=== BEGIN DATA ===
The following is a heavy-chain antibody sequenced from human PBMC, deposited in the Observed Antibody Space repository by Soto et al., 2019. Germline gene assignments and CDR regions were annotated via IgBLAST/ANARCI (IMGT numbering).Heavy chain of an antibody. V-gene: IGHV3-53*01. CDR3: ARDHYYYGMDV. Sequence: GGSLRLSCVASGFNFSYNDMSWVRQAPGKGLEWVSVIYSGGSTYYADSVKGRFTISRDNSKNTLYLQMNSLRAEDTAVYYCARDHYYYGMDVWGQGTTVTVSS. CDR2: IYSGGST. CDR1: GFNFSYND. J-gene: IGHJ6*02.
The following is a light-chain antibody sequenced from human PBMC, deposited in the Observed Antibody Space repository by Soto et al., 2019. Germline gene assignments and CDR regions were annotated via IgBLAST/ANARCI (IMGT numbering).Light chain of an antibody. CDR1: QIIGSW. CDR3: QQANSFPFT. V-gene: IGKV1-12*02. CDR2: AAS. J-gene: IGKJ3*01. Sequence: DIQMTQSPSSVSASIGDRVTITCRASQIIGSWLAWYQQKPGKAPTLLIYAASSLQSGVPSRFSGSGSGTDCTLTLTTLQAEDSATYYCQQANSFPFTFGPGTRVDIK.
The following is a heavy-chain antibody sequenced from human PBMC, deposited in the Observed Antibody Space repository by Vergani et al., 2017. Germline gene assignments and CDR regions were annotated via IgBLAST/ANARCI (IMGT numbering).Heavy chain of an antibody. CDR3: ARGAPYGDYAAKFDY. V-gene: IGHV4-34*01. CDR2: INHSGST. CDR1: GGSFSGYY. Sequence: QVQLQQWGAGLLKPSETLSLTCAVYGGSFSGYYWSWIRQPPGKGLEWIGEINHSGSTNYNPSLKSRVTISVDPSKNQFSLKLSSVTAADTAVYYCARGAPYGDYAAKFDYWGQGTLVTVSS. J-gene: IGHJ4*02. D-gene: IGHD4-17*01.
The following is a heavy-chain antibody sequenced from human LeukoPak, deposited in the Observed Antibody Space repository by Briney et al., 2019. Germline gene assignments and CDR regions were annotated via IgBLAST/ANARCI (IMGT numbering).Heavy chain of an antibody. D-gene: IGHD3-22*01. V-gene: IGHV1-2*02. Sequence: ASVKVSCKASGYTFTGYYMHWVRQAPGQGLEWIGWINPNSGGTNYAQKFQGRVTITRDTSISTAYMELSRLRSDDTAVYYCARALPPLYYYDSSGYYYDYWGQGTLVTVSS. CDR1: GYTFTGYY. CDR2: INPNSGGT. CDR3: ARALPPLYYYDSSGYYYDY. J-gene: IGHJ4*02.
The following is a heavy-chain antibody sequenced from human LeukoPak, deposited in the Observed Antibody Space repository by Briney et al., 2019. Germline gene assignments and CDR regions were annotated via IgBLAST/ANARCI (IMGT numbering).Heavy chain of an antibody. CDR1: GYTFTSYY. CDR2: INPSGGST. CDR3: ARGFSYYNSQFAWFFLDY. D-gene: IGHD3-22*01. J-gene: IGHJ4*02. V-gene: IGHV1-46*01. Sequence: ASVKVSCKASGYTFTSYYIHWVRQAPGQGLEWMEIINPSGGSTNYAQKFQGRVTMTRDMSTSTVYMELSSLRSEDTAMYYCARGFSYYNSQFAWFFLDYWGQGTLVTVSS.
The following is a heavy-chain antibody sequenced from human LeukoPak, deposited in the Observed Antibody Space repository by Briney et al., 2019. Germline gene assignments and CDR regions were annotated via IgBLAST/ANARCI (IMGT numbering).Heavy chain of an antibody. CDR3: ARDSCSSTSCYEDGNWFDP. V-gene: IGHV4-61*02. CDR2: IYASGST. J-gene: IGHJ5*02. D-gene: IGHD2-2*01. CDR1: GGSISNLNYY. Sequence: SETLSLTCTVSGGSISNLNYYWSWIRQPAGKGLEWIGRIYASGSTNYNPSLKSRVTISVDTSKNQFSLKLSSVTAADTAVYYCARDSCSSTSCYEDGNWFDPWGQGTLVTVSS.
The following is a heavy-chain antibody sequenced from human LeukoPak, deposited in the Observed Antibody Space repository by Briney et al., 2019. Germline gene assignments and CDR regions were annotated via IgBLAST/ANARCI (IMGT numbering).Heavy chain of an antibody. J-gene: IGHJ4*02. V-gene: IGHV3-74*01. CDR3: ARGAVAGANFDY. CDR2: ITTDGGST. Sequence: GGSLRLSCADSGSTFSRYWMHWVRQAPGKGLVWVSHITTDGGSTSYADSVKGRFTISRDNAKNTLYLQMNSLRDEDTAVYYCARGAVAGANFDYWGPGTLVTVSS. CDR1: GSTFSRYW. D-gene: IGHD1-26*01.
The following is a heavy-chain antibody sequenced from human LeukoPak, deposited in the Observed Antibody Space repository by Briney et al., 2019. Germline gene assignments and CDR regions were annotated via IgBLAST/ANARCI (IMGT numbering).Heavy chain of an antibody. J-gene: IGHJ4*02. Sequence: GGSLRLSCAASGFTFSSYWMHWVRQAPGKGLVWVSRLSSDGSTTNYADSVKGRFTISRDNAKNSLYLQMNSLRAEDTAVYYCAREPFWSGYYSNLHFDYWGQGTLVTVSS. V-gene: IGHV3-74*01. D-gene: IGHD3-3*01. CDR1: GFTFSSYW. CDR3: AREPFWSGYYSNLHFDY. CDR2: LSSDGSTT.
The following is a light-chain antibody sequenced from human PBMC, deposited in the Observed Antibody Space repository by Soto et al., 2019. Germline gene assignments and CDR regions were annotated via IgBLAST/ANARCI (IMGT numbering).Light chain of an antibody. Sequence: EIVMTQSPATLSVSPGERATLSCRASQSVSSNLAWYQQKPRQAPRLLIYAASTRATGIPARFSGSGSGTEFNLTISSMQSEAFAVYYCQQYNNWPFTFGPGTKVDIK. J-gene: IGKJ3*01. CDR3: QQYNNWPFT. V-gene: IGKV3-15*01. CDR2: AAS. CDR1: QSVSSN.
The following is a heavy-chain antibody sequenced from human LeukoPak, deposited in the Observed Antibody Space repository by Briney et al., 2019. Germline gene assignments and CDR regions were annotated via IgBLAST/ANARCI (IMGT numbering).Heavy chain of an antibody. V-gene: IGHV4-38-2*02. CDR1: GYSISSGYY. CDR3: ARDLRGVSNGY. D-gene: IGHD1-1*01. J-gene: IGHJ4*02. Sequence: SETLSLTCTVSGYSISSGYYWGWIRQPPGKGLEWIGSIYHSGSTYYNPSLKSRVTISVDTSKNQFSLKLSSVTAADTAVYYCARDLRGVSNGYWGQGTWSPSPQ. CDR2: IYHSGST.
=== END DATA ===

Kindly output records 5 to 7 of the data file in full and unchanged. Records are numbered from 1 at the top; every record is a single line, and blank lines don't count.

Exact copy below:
The following is a heavy-chain antibody sequenced from human LeukoPak, deposited in the Observed Antibody Space repository by Briney et al., 2019. Germline gene assignments and CDR regions were annotated via IgBLAST/ANARCI (IMGT numbering).Heavy chain of an antibody. CDR1: GYTFTSYY. CDR2: INPSGGST. CDR3: ARGFSYYNSQFAWFFLDY. D-gene: IGHD3-22*01. J-gene: IGHJ4*02. V-gene: IGHV1-46*01. Sequence: ASVKVSCKASGYTFTSYYIHWVRQAPGQGLEWMEIINPSGGSTNYAQKFQGRVTMTRDMSTSTVYMELSSLRSEDTAMYYCARGFSYYNSQFAWFFLDYWGQGTLVTVSS.
The following is a heavy-chain antibody sequenced from human LeukoPak, deposited in the Observed Antibody Space repository by Briney et al., 2019. Germline gene assignments and CDR regions were annotated via IgBLAST/ANARCI (IMGT numbering).Heavy chain of an antibody. CDR3: ARDSCSSTSCYEDGNWFDP. V-gene: IGHV4-61*02. CDR2: IYASGST. J-gene: IGHJ5*02. D-gene: IGHD2-2*01. CDR1: GGSISNLNYY. Sequence: SETLSLTCTVSGGSISNLNYYWSWIRQPAGKGLEWIGRIYASGSTNYNPSLKSRVTISVDTSKNQFSLKLSSVTAADTAVYYCARDSCSSTSCYEDGNWFDPWGQGTLVTVSS.
The following is a heavy-chain antibody sequenced from human LeukoPak, deposited in the Observed Antibody Space repository by Briney et al., 2019. Germline gene assignments and CDR regions were annotated via IgBLAST/ANARCI (IMGT numbering).Heavy chain of an antibody. J-gene: IGHJ4*02. V-gene: IGHV3-74*01. CDR3: ARGAVAGANFDY. CDR2: ITTDGGST. Sequence: GGSLRLSCADSGSTFSRYWMHWVRQAPGKGLVWVSHITTDGGSTSYADSVKGRFTISRDNAKNTLYLQMNSLRDEDTAVYYCARGAVAGANFDYWGPGTLVTVSS. CDR1: GSTFSRYW. D-gene: IGHD1-26*01.